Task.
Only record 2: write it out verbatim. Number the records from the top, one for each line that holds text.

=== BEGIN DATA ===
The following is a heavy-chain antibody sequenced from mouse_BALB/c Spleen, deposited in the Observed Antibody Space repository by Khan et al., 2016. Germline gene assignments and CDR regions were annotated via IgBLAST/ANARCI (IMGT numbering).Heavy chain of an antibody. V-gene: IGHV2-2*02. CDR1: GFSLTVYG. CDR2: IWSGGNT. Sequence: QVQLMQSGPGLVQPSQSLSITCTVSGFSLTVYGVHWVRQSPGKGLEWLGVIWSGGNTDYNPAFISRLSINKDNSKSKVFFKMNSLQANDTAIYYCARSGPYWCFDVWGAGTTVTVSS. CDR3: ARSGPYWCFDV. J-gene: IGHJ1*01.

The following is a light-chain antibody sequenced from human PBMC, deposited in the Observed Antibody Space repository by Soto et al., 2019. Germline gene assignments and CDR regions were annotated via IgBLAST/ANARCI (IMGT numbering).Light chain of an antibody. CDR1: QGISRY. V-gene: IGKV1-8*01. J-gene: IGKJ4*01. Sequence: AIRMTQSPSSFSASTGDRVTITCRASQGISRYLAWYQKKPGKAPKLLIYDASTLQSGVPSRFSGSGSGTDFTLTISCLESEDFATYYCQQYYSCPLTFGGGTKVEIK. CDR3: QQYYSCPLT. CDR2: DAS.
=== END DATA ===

The following is a light-chain antibody sequenced from human PBMC, deposited in the Observed Antibody Space repository by Soto et al., 2019. Germline gene assignments and CDR regions were annotated via IgBLAST/ANARCI (IMGT numbering).Light chain of an antibody. CDR1: QGISRY. V-gene: IGKV1-8*01. J-gene: IGKJ4*01. Sequence: AIRMTQSPSSFSASTGDRVTITCRASQGISRYLAWYQKKPGKAPKLLIYDASTLQSGVPSRFSGSGSGTDFTLTISCLESEDFATYYCQQYYSCPLTFGGGTKVEIK. CDR3: QQYYSCPLT. CDR2: DAS.